A gastrointestinal motility disorder is present when the muscles of the digestive system do not move in tandem. Normally, food moves through the digestive tract via muscle contractions called peristalsis. When peristalsis is not occurring properly, several conditions may result, including:
- Achalasia (disorder of the esophagus, where food does not easily empty into the stomach)
- Gastroparesis (slow stomach emptying) that can be associated with symptoms of gastroesophageal reflux, nausea, vomiting and anorexia
- Pseudo-obstruction (disorders of gastric and intestinal motility) that can be associated with all of the above in addition to distension, bloating, abdominal pain, malnutrition, weight loss and constipation
- Fecal incontinence
At MedStar Georgetown, our doctors may use the Bravo pH system to help diagnose acid reflux. This system uses a capsule the size of a gelcap to transmit the pH of esophageal contents to a pager-sized receiver worn by the patient. The capsule is placed on the wall of the esophagus via a catheter, which is then removed. The capsule is equipped with a pH sensor to measure acid, and a telemetry system to transmit data to the receiver.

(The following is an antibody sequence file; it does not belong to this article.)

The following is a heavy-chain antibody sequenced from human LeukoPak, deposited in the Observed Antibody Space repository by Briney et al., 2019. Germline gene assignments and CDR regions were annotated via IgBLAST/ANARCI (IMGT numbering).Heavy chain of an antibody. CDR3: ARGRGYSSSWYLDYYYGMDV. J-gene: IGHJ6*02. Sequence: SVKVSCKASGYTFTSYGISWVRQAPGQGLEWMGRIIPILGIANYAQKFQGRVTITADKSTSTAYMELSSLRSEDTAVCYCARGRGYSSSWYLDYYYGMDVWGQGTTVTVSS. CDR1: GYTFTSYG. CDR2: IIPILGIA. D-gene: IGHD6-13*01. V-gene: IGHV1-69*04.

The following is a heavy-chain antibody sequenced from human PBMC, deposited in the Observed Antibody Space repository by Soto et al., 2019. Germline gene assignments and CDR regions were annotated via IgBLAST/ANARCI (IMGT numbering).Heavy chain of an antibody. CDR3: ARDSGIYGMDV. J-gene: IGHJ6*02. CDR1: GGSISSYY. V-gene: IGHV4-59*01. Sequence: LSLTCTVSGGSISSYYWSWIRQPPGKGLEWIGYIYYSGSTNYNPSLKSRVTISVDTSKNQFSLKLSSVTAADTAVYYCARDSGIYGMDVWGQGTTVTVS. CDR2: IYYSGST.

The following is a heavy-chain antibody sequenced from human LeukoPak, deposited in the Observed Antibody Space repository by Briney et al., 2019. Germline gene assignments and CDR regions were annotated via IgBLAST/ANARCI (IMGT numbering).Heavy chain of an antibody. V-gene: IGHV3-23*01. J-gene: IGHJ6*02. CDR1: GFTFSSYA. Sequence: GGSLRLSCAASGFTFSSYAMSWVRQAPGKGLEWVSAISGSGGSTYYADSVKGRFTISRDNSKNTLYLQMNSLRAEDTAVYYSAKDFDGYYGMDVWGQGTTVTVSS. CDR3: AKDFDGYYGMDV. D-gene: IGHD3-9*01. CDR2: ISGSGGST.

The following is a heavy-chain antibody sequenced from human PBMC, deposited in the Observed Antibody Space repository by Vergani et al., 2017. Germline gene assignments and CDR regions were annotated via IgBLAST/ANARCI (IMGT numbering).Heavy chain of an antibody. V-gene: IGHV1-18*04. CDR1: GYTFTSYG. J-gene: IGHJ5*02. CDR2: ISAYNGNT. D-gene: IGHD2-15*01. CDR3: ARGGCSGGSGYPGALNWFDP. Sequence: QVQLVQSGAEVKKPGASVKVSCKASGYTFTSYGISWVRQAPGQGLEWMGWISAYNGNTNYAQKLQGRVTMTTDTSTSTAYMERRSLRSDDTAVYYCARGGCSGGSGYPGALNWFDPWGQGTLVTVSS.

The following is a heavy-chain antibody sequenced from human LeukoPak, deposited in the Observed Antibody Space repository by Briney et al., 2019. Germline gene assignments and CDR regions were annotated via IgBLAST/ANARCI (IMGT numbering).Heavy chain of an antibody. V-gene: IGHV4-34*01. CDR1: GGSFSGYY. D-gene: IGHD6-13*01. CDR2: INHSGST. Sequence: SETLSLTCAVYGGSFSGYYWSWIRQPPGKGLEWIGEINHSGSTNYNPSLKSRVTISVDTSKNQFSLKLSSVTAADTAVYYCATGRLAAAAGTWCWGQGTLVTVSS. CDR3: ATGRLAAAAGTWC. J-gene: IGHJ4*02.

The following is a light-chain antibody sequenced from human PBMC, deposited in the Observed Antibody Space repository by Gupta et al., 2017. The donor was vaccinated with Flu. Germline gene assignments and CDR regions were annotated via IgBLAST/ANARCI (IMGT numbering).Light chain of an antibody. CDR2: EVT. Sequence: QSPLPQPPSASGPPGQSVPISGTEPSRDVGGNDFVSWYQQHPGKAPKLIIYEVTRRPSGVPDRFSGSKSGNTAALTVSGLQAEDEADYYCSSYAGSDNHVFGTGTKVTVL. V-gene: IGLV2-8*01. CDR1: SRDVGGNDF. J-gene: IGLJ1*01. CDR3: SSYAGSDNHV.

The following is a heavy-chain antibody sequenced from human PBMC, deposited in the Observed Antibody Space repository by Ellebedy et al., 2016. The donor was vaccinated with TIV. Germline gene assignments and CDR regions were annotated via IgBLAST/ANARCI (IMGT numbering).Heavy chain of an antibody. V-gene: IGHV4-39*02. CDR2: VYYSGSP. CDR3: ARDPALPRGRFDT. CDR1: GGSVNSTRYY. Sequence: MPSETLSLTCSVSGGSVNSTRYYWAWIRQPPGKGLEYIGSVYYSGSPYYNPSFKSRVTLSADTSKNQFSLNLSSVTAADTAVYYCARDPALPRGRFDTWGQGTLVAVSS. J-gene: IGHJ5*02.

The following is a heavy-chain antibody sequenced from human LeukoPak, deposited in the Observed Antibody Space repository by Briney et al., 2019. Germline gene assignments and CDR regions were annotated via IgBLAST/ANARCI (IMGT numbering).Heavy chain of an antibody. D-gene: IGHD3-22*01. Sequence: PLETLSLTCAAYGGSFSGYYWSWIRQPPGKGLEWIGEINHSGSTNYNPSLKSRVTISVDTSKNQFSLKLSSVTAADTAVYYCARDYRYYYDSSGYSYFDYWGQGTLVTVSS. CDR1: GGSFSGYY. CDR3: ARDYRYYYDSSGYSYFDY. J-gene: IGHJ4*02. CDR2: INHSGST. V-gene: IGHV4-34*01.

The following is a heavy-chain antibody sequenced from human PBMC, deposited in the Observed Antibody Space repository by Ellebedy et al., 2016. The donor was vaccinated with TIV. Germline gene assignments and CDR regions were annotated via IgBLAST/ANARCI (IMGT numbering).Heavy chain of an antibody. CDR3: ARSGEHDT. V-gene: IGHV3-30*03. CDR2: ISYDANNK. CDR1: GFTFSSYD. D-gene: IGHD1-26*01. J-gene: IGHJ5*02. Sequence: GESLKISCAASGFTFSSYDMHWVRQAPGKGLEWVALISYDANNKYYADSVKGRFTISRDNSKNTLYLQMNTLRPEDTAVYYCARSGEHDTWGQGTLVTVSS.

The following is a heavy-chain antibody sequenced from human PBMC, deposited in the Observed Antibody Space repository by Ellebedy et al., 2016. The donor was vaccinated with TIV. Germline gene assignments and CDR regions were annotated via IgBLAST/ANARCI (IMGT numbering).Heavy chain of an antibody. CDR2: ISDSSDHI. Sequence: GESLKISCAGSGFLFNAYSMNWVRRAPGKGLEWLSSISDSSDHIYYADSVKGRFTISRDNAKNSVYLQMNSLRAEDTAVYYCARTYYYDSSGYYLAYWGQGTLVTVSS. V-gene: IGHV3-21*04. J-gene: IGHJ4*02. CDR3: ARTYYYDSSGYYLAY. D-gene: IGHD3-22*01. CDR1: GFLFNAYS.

Other motility tests include esophageal manometry: both water-based and high resolution esophageal manometry systems, probe-based pH studies (impedance pH testing) and gastric pH testing. Learn more about our advanced diagnostic testing by visiting the Center for Gastrointestinal Motility and Heartburn.
Drugs called promotility agents, which help coordinating the emptying of the esophagus into the stomach, are regularly used. Other drug therapies may be available for different motility disorders.